Salman Rushdie’s condition heading ‘in the right direction’ after stabbing | American News

Sir Salman Rushdie’s injuries remain ‘serious’ after being stabbed, but his condition is ‘in the right direction’, the author’s agent has said.

The 75-year-old was airlifted to hospital and underwent surgery hours after the attack on stage in Chautauqua, New York, on Friday.

His literary agent, Andrew Wylie, said: “He’s no longer on a ventilator, so the road to recovery has begun.

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Witnesses rush to help perpetrator after attack

“It will be a long time, the injuries are serious, but his condition is going in the right direction.”

Sir Salman was stabbed around 12 times, including in the face and neck, the Chautauqua County Prosecutor’s Office said.

One of the facial injuries caused Sir Salman’s eye to be punctured. Another, in the abdomen, caused a perforation of the author’s liver.

There were also stab wounds to the abdomen and chest.

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Saturday, the suspect pleaded not guilty to attempted murder.

Hadi Matar24, appeared in court wearing a black and white jumpsuit and white mask, his hands cuffed in front of him.

Hadi Matar, 24, arrives in court.  Photo: AP
Hadi Matar, 24, arrives in court. Photo: AP

The attack

Sir Salman, who lives in New York and became a US citizen in 2016, was due to speak with Henry Reese of the organization City of Asylum, a residency program for writers living in exile under threat of persecution.

They were to discuss America’s role as a haven for exiled writers and other artists and as a home for freedom of creative expression.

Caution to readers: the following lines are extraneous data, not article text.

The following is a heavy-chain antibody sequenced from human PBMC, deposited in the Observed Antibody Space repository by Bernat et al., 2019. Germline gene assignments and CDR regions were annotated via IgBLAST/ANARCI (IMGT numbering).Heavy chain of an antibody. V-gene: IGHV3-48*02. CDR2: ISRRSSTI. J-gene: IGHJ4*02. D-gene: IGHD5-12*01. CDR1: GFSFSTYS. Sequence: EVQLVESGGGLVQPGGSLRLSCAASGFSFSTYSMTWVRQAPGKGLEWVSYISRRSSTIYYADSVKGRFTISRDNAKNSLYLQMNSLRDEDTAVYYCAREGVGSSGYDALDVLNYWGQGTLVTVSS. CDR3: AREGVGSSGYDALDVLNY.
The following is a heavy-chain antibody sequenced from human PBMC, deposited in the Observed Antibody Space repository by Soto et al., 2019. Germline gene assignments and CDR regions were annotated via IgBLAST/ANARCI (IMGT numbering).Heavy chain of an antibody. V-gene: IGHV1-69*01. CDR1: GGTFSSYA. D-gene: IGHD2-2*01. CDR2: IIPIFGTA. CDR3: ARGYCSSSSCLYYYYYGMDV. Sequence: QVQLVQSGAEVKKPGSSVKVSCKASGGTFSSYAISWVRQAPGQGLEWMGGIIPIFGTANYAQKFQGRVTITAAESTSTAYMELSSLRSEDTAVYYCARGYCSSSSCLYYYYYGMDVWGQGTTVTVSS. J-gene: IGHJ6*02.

He was being introduced to Chautauqua Institution when a man stormed the stage and began stabbing him.

He fell to the ground as the suspect was pinned down by members of the public and staff.

satanic verses

Sir Salman’s book The Satanic Verses was banned in 1988 in a number of countries with large Muslim populations, including Iran, after it was considered by some to contain blasphemous passages.

Thousands demonstrated in Tehran in 1989 against the publication of Salman Rushdie's book, The Satanic Verses.  Photo: AP
Thousands demonstrated in Tehran in 1989 against the publication of Salman Rushdie’s book, The Satanic Verses. Photo: AP

In 1989, then-Iranian leader Ayatollah Ruhollah Khomeini issued a fatwa, or edict, calling for Sir Salman’s death.

The author has lived in exile for years, but told a German magazine earlier this month he believed his life had returned to “relatively normal”.

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